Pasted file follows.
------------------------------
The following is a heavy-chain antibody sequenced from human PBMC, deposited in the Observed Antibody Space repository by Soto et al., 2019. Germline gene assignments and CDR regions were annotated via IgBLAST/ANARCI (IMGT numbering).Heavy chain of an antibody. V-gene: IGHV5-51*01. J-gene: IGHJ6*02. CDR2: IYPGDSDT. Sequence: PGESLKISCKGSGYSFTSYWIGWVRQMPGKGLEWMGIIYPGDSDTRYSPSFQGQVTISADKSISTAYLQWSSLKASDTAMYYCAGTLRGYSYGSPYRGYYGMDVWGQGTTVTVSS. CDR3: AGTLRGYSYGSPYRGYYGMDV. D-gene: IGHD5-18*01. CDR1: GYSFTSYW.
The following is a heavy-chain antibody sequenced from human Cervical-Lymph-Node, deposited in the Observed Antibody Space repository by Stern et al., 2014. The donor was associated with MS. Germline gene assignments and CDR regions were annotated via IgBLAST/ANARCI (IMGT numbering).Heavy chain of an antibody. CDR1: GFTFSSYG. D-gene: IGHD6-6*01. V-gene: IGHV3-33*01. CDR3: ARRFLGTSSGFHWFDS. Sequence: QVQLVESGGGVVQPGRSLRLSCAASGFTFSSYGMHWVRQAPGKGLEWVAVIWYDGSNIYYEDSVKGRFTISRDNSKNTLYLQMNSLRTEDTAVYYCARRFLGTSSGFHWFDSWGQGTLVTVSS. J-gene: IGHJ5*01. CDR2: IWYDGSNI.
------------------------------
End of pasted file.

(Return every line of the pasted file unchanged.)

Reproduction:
The following is a heavy-chain antibody sequenced from human PBMC, deposited in the Observed Antibody Space repository by Soto et al., 2019. Germline gene assignments and CDR regions were annotated via IgBLAST/ANARCI (IMGT numbering).Heavy chain of an antibody. V-gene: IGHV5-51*01. J-gene: IGHJ6*02. CDR2: IYPGDSDT. Sequence: PGESLKISCKGSGYSFTSYWIGWVRQMPGKGLEWMGIIYPGDSDTRYSPSFQGQVTISADKSISTAYLQWSSLKASDTAMYYCAGTLRGYSYGSPYRGYYGMDVWGQGTTVTVSS. CDR3: AGTLRGYSYGSPYRGYYGMDV. D-gene: IGHD5-18*01. CDR1: GYSFTSYW.
The following is a heavy-chain antibody sequenced from human Cervical-Lymph-Node, deposited in the Observed Antibody Space repository by Stern et al., 2014. The donor was associated with MS. Germline gene assignments and CDR regions were annotated via IgBLAST/ANARCI (IMGT numbering).Heavy chain of an antibody. CDR1: GFTFSSYG. D-gene: IGHD6-6*01. V-gene: IGHV3-33*01. CDR3: ARRFLGTSSGFHWFDS. Sequence: QVQLVESGGGVVQPGRSLRLSCAASGFTFSSYGMHWVRQAPGKGLEWVAVIWYDGSNIYYEDSVKGRFTISRDNSKNTLYLQMNSLRTEDTAVYYCARRFLGTSSGFHWFDSWGQGTLVTVSS. J-gene: IGHJ5*01. CDR2: IWYDGSNI.